Thursday, September 16, 2010
So far this summer tax receipts on wages have continued to climb, so from my perspective, it's all good. Not very good, but good. We are getting very close to turning in YoY gains. Even if the current trend of slowing growth continues, we should get there before the end of the year.
Next year there will be another round of state and local cuts, but if we have started to grow the private wage base again we'll be better able to survive it.
The extension of the eligibility dates for unemployment benefits has kind of saved the rest of this year. So no double dip until next year. Christmas should be okay based on bank deposits. Not great, but okay.
That's the good news. The bad news is that September's NFIB is flat, flat, flat. 88.8.
The recovery this time is going to come from larger businesses.
If you look at domestic nonfinancial commercial paper outstanding, there is some reason for possible concern (this is from St. Louis Fed Fred):
I THINK this is mostly due to the auto slowdown, but I am not sure. We'll find out in a few months. The reason why I think this is that rail traffic continues to hold strong, with significant rebound in metals. You always see it in rail first.
cutting overhead mode. If they hire it will be overseas
to import goods or services back to here. This is a
stair step down trajectory. Demographics, trade, and
tax policies insure it.
We would need a fundamental change in policy to generate another outcome.
If we did not have the huge federal deficit problem hanging over our heads, we could pace through a very slow "bust" recovery for another 2-3 years, and after that the ability to spend would slowly resurge.
But we are facing those deficits, and with the huge dependence on government transfer payments for private incomes, it is hard to see how this can continue.
We still have a structural adjustment to accomplish. Either we address our trade imbalance, or we get poorer in aggregate.
One of our problems is that foreign interests are still buying tons of US debt. This is preventing the USD from declining.
"Christmas should be okay based on bank deposits."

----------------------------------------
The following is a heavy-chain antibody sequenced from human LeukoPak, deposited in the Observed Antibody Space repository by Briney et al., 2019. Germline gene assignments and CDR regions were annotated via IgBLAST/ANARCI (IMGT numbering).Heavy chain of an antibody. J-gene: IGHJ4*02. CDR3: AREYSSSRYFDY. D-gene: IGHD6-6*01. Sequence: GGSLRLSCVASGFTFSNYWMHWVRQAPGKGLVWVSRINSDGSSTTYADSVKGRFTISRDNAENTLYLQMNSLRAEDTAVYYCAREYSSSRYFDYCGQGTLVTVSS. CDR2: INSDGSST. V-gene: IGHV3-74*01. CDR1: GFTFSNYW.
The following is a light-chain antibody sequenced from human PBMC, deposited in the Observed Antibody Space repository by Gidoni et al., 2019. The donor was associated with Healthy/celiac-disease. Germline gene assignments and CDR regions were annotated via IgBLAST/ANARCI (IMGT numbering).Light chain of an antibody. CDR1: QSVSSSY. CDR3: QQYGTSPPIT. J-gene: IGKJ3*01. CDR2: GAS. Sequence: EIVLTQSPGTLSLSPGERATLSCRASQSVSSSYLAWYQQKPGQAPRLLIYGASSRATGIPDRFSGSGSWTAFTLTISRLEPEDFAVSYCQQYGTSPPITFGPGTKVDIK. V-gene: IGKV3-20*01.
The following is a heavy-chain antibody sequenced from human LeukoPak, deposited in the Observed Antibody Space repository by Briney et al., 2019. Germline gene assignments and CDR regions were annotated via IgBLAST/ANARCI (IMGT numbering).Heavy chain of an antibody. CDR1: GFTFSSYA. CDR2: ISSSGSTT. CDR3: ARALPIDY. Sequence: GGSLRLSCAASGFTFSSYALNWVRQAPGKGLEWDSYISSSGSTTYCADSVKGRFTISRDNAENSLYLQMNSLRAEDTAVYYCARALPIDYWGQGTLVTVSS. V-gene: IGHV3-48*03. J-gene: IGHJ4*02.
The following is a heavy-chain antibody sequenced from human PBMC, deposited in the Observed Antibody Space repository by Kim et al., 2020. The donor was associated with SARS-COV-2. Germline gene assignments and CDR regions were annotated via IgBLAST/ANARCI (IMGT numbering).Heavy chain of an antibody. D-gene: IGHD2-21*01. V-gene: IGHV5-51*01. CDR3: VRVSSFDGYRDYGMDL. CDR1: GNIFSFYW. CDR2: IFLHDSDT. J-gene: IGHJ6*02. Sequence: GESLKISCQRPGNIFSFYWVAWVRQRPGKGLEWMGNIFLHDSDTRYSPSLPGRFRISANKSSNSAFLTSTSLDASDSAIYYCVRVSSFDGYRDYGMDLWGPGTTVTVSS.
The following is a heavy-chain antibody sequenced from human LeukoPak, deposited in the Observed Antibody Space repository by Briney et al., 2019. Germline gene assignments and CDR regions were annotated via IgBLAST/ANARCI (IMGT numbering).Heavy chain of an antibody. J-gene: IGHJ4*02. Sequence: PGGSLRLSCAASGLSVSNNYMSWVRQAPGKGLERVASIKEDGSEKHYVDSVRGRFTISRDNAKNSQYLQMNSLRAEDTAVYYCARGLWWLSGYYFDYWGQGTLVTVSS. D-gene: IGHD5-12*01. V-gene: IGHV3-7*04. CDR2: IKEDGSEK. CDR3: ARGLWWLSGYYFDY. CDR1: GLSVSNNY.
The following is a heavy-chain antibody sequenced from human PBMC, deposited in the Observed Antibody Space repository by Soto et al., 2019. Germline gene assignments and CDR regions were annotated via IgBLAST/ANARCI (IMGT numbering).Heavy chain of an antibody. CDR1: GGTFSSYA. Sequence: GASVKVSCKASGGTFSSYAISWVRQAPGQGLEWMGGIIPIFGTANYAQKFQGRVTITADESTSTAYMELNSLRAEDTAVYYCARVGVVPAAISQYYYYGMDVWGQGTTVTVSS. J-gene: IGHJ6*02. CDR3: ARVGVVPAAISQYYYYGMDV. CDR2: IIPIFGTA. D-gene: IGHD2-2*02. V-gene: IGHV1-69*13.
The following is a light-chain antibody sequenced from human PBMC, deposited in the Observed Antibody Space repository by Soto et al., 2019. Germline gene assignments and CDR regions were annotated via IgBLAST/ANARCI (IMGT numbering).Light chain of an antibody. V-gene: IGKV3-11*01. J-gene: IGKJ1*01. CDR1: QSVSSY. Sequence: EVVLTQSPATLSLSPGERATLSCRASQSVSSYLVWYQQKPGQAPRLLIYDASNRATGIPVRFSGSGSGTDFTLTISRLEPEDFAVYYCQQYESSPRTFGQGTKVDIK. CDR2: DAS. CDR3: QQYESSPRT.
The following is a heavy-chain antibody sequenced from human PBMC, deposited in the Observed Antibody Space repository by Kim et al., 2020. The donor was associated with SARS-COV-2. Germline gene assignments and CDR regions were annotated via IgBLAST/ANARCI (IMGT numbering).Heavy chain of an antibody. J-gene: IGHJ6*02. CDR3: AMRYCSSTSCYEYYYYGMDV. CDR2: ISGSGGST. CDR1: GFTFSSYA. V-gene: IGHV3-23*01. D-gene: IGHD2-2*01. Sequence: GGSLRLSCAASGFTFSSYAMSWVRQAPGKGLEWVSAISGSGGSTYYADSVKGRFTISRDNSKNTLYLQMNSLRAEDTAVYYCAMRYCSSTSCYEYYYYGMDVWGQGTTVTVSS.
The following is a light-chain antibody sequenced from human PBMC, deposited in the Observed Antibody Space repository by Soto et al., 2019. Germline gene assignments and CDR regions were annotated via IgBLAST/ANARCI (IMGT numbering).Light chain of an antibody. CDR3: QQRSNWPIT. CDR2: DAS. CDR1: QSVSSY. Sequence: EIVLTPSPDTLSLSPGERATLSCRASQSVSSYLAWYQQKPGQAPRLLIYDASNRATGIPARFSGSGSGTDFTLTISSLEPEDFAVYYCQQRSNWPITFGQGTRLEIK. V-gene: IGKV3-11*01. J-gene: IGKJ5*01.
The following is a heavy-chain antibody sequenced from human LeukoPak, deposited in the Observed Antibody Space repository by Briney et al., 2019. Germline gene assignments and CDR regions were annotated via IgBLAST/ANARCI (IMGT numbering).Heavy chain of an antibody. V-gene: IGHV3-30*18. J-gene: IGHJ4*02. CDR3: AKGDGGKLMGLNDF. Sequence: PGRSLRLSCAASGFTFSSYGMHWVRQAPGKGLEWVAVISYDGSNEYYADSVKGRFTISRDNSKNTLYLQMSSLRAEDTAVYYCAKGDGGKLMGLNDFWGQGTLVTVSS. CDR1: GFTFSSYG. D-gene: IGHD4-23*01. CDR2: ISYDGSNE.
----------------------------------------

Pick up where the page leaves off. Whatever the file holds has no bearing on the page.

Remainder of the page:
Any thoughts on the distribution of those bank deposits?
I bring it up for 2 reasons.
1. I think Bernanke couldn't spot the housing bubble at least partly because he was looking at "averaged" data in the Flow of Funds. The averages can hide distribution problems. For example, if one person has all the savings and everyone else has all the debt then that's a huge problem.
2. My investments have *never* been so heavily weighted towards cash (sitting in FDIC bank deposits). I just don't see any investment bargains right now. I'm still very concerned about the future. I won't be spending much on Christmas. Maybe I'm not alone.
Just a thought.
of foreign oil. That will offset export gains.
Do you really think China, Japan, or the EU
want our manufactured goods ? They just want
our commodities. That's why I favor tariffs over
A cheaper dollar.
But there are two employment release tables I watch for clues.
65 and over employment/unemployment (note the rise, and the participation rate of 1 in 5). This means that oldsters are really hurting, but most do have some income.
And then there's the 16-19 employment category, which is improving a bit in recent months.
But note that over the year, both categories ended up weaker.
If it had not been for the unemployment extension, I think things would be looking considerably worse.
The unemployment rate of 16-19 year old African Americans has jumped to 45.1%.
What a depressing statistic that is. It does not ease my distribution and ongoing income inequality concerns.
I read an article recently that claimed a first job can set the tone for an entire career. I tend to believe that's true. College isn't cheap. Work experience is often needed to get work, especially these days no doubt.
Seriously, people with a lot of wealth have gotten hit quite hard. If you were earning significant interest, you may have lost much more in the way of income than the average income earner!
Unfortunately, most of the jump I pointed out occured in 2010. August 2010 was especially brutal. Up roughly 5% in just one month.
Most of August's rise in the unemployment rate was due to more people looking though. That was not true of the rest of 2010 though. Far fewer were employed. 2010 was an especially bad year for 16-19 year old African Americans.
I wish I knew what the Gini is right now.
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